With a variety of new gameplay mechanics and a drastic change to the core presentation, Senran Kagura 2: Deep Crimson is a worthy evolution of the series on 3DS.
Senran Kagura 2: Deep Crimson (3DS)
Release Date: 9/15/2015 (USA)
Developed by Tamsoft, Marvelous
Published by XSEED
The Senran Kagura franchise may have made the leap from 3DS over to Sony consoles and mobile devices, however the latest game to hit the states is a direct sequel to the “Crimson Girls” segment of Senran Kagura Burst on the 3DS. Borrowing elements from its Sony console counterparts, Senran Kagura 2: Deep Crimson vastly improves on its predecessor, with new environments, tag-team gameplay mechanics and other features.
Senran Kagura 2: Deep Crimson kicks off with the finale of the Crimson Girls plot from Senran Kagura Burst. The girls of the Hebijo Clandestine Girl’s Academy for evil shinobi were forced to turn on the school after its investor Dogen summoned “Orochi”. A giant “Yoma” demon concieved from the blood of Hebijo students and parts of the school itself, Dogen attempted to use Orochi as a weapon to conquer the world. After settling their differences, Homura and Hanzo Academy student Asuka defeated Orochi and put an end to Dogen’s plot. Their victory came at a price; by fighting Dogen and the Orochi, Homura and the elite students of Hebijo were forced into hiding, becoming renegades hunted by their former school.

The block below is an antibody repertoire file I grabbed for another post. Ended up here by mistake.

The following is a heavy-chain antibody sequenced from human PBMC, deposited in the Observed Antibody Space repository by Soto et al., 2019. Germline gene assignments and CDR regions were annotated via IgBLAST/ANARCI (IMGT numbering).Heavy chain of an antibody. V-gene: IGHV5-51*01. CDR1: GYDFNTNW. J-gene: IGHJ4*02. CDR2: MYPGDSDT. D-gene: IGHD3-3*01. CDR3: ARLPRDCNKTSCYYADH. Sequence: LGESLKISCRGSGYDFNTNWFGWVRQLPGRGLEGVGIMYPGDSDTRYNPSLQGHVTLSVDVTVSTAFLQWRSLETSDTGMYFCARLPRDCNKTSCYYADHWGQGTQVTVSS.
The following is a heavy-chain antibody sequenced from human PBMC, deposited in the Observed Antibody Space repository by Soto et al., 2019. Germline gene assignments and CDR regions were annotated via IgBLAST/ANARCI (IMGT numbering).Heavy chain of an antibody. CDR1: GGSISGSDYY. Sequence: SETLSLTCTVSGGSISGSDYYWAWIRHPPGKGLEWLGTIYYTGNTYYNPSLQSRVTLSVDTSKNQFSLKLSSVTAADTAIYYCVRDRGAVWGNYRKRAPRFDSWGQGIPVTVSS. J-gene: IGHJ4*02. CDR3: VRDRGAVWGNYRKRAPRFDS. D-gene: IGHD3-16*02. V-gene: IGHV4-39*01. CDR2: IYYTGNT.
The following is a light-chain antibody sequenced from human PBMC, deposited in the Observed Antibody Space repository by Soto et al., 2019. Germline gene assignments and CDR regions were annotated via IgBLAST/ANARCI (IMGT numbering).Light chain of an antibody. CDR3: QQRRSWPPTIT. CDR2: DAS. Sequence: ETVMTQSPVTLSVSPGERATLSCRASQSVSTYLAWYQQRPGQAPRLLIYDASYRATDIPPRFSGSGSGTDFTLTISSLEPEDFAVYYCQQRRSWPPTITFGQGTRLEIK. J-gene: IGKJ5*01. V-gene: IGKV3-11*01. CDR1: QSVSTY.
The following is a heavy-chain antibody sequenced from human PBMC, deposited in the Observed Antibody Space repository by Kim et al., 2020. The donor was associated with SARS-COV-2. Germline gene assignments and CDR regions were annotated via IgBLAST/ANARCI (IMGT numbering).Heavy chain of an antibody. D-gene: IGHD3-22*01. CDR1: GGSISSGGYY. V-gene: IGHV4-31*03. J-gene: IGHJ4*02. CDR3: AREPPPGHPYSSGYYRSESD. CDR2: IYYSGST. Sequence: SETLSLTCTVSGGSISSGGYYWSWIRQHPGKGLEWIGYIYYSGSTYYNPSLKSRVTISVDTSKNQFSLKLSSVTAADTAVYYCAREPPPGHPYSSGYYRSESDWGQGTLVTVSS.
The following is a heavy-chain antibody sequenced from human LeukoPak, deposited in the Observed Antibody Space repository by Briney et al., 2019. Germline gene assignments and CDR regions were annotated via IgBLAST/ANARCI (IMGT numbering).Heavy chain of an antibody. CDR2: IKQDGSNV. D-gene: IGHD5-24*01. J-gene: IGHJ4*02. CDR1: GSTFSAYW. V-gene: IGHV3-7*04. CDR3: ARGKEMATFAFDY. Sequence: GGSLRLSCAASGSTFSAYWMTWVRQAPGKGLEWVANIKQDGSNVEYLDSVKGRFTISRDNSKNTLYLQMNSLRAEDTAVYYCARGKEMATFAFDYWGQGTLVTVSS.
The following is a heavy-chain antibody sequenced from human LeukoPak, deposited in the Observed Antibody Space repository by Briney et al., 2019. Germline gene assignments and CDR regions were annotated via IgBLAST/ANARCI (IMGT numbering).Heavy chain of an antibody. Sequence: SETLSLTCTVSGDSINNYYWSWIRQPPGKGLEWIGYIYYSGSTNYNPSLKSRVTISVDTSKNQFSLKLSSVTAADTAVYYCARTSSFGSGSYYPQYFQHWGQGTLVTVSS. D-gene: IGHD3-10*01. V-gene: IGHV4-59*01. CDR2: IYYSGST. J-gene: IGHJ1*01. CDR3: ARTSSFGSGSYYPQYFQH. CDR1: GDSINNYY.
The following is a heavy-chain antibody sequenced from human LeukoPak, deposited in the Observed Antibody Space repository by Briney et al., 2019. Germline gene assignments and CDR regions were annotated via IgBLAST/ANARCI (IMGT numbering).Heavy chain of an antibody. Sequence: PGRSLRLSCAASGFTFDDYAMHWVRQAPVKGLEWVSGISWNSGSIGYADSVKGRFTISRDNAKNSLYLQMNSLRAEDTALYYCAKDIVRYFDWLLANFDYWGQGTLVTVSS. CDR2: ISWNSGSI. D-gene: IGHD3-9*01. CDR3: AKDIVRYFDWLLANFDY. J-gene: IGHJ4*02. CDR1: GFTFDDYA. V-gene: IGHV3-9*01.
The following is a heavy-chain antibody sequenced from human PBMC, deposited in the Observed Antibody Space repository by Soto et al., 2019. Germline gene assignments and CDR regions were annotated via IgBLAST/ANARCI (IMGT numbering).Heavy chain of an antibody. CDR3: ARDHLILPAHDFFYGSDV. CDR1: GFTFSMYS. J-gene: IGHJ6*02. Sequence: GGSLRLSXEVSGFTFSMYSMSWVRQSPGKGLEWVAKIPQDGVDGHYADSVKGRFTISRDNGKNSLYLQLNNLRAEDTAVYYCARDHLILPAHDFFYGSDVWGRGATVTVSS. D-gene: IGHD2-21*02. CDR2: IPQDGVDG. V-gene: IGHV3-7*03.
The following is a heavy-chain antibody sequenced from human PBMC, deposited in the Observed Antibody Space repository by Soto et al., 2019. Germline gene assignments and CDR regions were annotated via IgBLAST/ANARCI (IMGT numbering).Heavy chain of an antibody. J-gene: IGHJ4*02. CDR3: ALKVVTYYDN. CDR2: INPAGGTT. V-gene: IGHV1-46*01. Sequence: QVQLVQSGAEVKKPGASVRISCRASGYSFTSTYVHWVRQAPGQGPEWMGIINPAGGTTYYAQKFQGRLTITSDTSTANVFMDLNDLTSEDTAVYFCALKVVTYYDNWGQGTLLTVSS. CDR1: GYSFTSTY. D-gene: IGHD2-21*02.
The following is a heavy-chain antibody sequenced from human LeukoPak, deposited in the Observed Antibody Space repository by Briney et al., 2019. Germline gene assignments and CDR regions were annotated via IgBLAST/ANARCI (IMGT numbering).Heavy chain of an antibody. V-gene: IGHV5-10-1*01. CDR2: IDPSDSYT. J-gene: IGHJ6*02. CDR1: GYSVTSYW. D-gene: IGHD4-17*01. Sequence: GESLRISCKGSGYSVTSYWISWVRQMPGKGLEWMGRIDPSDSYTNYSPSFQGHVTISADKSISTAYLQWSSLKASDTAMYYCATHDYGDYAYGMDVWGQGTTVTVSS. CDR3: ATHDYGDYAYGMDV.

Now under the title of “Homura’s Crimson Squad”, the group of former Hebijo elites are dragged out of hiding upon learning that Dogen has returned with an army of Yoma created with the blood of Hebijo and Hanzo students; his army of demons possess both the likenesses and strength of the elite shinobi from both schools. Meanwhile, the elite students of the Hanzo Academy are wrestling with the ethics of their current mission, and what it means to walk the path of a “good” shinobi. Their mission eventually overlaps with the Crimson Squad’s quest to erase the Yoma from Japan; only then do they discover Dogen’s true, extremely elaborate intentions. By summoning an exponential amount of Yoma into Japan, Dogen hopes to disturb the spirit of Kagura, an ancient reincarnated deity with overwhelming power. If enough Yoma are present, Kagura will reach her true potential and wipe the entirety of the demonic presence from Earth- Dogen hopes to capture Kagura and extract her power to become a supreme being. Homura’s Crimson Squad and the Hanzo Academy students reluctantly pair up in hopes of stopping the Yoma threat before Kagura’s true awakening.